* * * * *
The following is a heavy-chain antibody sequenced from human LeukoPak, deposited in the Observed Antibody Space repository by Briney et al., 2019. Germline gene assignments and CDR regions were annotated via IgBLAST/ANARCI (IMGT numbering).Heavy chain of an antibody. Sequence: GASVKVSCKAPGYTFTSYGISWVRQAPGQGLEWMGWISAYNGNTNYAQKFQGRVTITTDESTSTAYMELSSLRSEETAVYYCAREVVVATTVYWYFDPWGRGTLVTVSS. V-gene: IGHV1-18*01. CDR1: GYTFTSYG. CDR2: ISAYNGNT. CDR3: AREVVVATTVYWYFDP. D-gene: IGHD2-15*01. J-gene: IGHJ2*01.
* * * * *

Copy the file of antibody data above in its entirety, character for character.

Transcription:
The following is a heavy-chain antibody sequenced from human LeukoPak, deposited in the Observed Antibody Space repository by Briney et al., 2019. Germline gene assignments and CDR regions were annotated via IgBLAST/ANARCI (IMGT numbering).Heavy chain of an antibody. Sequence: GASVKVSCKAPGYTFTSYGISWVRQAPGQGLEWMGWISAYNGNTNYAQKFQGRVTITTDESTSTAYMELSSLRSEETAVYYCAREVVVATTVYWYFDPWGRGTLVTVSS. V-gene: IGHV1-18*01. CDR1: GYTFTSYG. CDR2: ISAYNGNT. CDR3: AREVVVATTVYWYFDP. D-gene: IGHD2-15*01. J-gene: IGHJ2*01.